Australia’s prime minister has called migration discussions with Indonesia’s president constructive. Meanwhile, the toll continues to climb from the latest boat tragedy involving Australia-bound migrants.
On his first trip abroad since taking office on September 18, Australian Prime Minister Tony Abbott (left in photo) met with Indonesian President Susilo Bambang Yudhoyono (right).
This came just days after a boat packed with migrants sank in Indonesian waters, killing more than 30 people and leaving dozens more missing. Survivors of the accident claim that they had sent their GPS coordinates to Australian rescuers but no one came to their aid.
"We are resolved together, united, to tackle this problem and to beat it, on land and at sea and at the borders of our countries," Abbott said. "We are determined to end this scourge, which is not just an affront to our two countries, but which has so often become a humanitarian disaster in the seas between our two countries."
Australian Foreign Minister Julie Bishop, Trade Minister Andrew Robb and 20 businesspeople joined Abbott for the trip. During the talks, the Australian prime minister also stressed the importance of boosting economic ties between the two countries from currently as much 14.6 billion Australian dollars ($13.6 billion, 10 billion euros) a year. He also said that his country would create a new Australian-Indonesian study center at Monash University in Melbourne.
'Solution is cooperation'
The two countries have long stood at odds when it comes to questions of migration, with Indonesia often serving as a transit point for people looking to reach Australia's Christmas Island. Thousands board rickety fishing boats every year to make the often deadly journey, which typically crosses about 340 kilometers (210 miles) of open sea. More than 50,000 mostly Middle Eastern migrants have arrived in Australian waters by boat from Indonesia in the past five years after paying people smugglers.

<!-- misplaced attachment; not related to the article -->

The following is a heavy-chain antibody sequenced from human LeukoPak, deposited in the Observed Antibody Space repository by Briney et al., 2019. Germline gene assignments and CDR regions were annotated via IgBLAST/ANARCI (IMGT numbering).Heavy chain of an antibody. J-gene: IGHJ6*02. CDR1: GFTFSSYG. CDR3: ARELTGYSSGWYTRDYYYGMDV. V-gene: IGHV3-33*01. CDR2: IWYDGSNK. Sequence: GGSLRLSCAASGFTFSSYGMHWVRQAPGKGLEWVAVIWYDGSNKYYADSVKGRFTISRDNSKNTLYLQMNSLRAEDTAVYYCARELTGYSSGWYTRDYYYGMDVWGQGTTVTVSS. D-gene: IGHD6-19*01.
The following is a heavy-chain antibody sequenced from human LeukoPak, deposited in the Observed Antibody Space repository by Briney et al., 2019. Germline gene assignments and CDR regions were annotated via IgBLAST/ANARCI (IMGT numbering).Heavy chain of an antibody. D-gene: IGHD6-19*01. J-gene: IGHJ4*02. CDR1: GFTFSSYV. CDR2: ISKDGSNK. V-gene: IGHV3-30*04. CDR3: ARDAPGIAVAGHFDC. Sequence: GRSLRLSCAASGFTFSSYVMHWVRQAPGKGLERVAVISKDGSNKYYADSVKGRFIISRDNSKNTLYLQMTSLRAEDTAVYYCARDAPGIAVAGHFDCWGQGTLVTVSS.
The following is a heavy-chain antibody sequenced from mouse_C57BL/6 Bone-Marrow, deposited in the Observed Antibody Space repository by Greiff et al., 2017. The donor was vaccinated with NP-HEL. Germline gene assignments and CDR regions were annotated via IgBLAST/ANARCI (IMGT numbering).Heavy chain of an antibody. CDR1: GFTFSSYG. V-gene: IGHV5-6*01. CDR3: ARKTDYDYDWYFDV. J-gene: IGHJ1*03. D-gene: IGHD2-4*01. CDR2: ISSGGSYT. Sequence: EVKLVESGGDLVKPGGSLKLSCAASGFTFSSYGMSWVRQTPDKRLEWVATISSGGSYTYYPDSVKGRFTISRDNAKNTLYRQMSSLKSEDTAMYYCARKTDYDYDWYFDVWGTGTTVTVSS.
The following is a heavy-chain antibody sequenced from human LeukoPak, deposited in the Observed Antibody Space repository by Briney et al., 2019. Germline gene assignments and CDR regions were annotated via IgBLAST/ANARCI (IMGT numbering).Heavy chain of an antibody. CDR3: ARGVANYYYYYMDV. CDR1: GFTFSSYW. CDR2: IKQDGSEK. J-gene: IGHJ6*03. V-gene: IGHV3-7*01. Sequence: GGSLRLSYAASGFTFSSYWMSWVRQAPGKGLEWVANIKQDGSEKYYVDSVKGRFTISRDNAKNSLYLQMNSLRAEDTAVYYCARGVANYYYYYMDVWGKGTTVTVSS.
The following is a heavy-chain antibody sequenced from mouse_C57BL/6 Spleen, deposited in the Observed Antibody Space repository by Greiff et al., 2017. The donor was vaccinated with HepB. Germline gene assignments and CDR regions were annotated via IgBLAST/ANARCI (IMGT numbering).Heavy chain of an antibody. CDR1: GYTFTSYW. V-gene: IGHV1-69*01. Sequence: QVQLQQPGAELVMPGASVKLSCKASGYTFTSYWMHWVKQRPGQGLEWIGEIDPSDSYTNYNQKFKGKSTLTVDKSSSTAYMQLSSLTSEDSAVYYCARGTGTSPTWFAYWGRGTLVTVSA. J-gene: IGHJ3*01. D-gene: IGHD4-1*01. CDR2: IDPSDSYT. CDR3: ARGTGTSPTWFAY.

Abbott won the September 7 election, partly on the promise that he would stop boats carrying migrants from making the journey to Australia. Yudhoyono agreed that the two countries must work closely together to combat the problem.
"The solution is cooperation," Yudhoyono said, adding that the two countries would work out the specific details at a future meeting.
About 400 boats carrying migrants landed in Australia over the past 12 months, with about 45,000 asylum seekers coming to the country since 2007, when the then-Labor government relaxed border policies, eventually tightening them again in the face of a voter backlash. Indonesian officials express worry that Australia's stopping of migrant boats would strand the estimated 10,000 foreigners waiting for passage, and create a domestic problem for them.
Abbott, however, insists on his country's right to thwart the entry into Australian waters of vessels crewed by Indonesians and flying the country's flag while carrying migrants aboard. The previous Labor government stopped short of turning boats back for fear of angering Indonesia and jeopardizing efforts to get the country to take stronger measures against the smuggling trade.
On Friday, a boat thought to have carried more than 100 migrants from the Middle East, mostly from Lebanon, sank off West Java's Sukabumi district after high waves hit it. The exact number of people aboard the boat is not known.
The search continued on Monday for several people believed missing after the rescue of 35 survivors from that boat. Officials found seven more bodies late Sunday and early on Monday, bringing the confirmed death toll to 36, said Captain Warsono, police chief of Agrabinta in the neighboring district of Cianjur.
mkg/pfd (Reuters, dpa, AP)